Let us note the way in which the barge is presented in the text itself as it mysteriously appears. It's description is well worth analysing in depth in order to answer your question:
Then saw they how there hove a dusky barge
Dark as a funeral scarf from stem to stern,
Beneath them; and descending they were ware
That all the decks were dense with stately forms
Black-stoled, black-hooded, like a dream--by these
Three Queens with crowns of gold--and from them rose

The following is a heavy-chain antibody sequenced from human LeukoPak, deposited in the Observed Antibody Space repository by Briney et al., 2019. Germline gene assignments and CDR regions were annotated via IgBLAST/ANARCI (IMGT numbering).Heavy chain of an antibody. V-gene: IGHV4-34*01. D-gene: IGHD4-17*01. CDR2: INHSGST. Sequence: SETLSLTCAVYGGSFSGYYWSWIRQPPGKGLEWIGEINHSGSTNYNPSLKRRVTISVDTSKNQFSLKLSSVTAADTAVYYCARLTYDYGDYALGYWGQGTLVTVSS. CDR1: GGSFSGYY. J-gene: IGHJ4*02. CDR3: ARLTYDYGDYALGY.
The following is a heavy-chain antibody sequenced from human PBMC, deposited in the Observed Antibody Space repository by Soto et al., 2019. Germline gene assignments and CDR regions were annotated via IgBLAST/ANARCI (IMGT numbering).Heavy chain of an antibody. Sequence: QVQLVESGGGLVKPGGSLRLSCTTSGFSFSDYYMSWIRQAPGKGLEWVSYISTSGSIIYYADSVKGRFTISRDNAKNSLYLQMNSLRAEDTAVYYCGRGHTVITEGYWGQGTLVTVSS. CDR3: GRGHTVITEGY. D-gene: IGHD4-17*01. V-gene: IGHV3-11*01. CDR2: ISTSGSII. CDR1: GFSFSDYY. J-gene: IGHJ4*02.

A cry that shiver'd to the tingling stars...Note the way that the barge is "Dark as a funeral scarf from stem to stern" and populated by dark, black "stately forms." Such mystery and grandeur is of course appropriate for the death of such a hero as King Arthur, and let us also remember that in Arthurian mythology, the dead went to the "island-valley of Avilion," and so it is fitting that a barge collects Arthur and takes his body on to its next destination. The mourning and lamentation that fills the air on the barge is likewise fitting for the passing of such a noble warrior and hero as King Arthur.